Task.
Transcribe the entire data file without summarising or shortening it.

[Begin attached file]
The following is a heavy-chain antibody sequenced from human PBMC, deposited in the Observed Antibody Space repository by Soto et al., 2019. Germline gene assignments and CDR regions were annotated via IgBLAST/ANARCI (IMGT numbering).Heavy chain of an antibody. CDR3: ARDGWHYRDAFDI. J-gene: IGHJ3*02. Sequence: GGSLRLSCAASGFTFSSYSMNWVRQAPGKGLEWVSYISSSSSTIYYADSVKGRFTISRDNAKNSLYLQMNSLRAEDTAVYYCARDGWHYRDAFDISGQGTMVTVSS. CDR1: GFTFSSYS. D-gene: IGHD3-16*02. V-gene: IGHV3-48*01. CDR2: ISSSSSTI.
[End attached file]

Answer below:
The following is a heavy-chain antibody sequenced from human PBMC, deposited in the Observed Antibody Space repository by Soto et al., 2019. Germline gene assignments and CDR regions were annotated via IgBLAST/ANARCI (IMGT numbering).Heavy chain of an antibody. CDR3: ARDGWHYRDAFDI. J-gene: IGHJ3*02. Sequence: GGSLRLSCAASGFTFSSYSMNWVRQAPGKGLEWVSYISSSSSTIYYADSVKGRFTISRDNAKNSLYLQMNSLRAEDTAVYYCARDGWHYRDAFDISGQGTMVTVSS. CDR1: GFTFSSYS. D-gene: IGHD3-16*02. V-gene: IGHV3-48*01. CDR2: ISSSSSTI.